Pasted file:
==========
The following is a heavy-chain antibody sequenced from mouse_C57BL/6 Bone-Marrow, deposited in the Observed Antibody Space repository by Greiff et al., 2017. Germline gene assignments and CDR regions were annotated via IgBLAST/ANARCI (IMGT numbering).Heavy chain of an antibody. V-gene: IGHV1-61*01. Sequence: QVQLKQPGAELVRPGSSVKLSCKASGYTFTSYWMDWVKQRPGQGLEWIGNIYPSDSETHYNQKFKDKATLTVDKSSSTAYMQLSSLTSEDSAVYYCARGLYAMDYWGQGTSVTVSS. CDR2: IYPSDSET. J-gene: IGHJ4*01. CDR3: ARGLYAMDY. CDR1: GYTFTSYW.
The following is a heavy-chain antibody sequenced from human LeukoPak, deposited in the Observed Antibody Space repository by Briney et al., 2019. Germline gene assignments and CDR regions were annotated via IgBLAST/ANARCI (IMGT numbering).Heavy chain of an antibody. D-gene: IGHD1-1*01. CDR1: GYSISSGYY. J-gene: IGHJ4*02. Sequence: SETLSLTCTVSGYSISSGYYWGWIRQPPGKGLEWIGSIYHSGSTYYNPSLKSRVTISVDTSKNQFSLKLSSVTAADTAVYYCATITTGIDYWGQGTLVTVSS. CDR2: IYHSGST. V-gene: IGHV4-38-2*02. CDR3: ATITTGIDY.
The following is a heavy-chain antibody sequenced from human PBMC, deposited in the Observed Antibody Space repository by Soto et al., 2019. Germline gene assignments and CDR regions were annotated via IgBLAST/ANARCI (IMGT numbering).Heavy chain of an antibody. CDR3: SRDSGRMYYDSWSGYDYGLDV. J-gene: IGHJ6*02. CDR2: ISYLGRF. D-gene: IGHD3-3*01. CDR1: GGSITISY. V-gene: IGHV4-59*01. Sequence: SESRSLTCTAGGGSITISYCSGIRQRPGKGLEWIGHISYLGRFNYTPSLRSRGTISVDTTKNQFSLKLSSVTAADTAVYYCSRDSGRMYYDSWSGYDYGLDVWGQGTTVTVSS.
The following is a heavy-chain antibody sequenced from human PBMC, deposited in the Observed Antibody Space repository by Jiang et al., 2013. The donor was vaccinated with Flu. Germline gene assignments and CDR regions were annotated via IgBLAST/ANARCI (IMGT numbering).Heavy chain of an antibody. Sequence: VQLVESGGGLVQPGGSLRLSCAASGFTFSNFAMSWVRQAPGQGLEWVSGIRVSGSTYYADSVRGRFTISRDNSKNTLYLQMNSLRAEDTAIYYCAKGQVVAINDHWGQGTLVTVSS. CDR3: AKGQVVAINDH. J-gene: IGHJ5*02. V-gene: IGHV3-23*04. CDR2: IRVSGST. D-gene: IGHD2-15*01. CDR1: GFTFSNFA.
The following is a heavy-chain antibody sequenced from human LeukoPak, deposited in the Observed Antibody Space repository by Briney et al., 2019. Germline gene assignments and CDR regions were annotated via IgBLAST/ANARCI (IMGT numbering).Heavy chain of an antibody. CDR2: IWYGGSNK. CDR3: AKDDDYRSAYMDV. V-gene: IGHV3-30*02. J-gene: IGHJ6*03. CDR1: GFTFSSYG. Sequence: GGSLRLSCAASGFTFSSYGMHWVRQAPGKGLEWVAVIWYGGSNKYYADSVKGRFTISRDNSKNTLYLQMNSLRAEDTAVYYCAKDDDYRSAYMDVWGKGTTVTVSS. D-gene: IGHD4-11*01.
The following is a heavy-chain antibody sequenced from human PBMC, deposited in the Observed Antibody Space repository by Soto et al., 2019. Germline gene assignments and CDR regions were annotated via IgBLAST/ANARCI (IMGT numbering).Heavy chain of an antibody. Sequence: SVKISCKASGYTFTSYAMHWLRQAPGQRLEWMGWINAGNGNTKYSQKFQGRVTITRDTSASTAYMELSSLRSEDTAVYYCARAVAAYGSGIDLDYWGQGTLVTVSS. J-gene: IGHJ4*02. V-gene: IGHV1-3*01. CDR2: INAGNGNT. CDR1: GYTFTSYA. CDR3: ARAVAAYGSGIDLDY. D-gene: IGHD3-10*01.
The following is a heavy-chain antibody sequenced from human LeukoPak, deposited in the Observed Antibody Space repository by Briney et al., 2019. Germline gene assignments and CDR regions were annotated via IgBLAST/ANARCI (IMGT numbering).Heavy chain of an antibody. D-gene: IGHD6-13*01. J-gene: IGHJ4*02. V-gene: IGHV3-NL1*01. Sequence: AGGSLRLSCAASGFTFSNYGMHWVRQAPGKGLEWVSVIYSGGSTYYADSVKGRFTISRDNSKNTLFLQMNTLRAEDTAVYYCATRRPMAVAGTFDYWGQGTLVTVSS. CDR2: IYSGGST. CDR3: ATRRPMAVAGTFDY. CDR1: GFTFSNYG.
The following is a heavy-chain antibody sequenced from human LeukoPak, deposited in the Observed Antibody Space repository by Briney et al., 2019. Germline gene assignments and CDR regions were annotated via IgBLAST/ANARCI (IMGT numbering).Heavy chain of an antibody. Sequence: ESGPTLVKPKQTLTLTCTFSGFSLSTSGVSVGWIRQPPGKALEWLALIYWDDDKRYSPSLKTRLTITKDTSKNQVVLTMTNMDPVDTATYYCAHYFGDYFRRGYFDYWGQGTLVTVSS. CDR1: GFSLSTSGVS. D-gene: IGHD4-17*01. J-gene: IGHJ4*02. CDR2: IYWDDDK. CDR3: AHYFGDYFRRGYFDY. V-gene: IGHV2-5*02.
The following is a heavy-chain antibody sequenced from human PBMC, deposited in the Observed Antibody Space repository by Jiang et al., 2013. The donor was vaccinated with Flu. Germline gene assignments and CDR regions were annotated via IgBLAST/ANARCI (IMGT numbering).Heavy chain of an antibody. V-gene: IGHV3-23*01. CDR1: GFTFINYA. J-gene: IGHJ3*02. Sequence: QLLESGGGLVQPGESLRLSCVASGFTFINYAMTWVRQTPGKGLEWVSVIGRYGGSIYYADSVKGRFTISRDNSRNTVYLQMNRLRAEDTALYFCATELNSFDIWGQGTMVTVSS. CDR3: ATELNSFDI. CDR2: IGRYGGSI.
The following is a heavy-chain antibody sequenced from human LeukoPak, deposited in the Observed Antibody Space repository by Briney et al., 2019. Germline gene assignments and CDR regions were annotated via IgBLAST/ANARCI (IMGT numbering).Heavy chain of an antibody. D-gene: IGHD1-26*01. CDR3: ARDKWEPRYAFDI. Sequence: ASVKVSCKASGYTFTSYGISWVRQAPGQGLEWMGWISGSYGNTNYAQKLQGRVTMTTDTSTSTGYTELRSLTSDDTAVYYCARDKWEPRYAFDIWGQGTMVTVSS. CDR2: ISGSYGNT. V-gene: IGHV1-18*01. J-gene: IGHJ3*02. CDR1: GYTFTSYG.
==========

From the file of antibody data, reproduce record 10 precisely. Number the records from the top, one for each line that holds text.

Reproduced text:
The following is a heavy-chain antibody sequenced from human LeukoPak, deposited in the Observed Antibody Space repository by Briney et al., 2019. Germline gene assignments and CDR regions were annotated via IgBLAST/ANARCI (IMGT numbering).Heavy chain of an antibody. D-gene: IGHD1-26*01. CDR3: ARDKWEPRYAFDI. Sequence: ASVKVSCKASGYTFTSYGISWVRQAPGQGLEWMGWISGSYGNTNYAQKLQGRVTMTTDTSTSTGYTELRSLTSDDTAVYYCARDKWEPRYAFDIWGQGTMVTVSS. CDR2: ISGSYGNT. V-gene: IGHV1-18*01. J-gene: IGHJ3*02. CDR1: GYTFTSYG.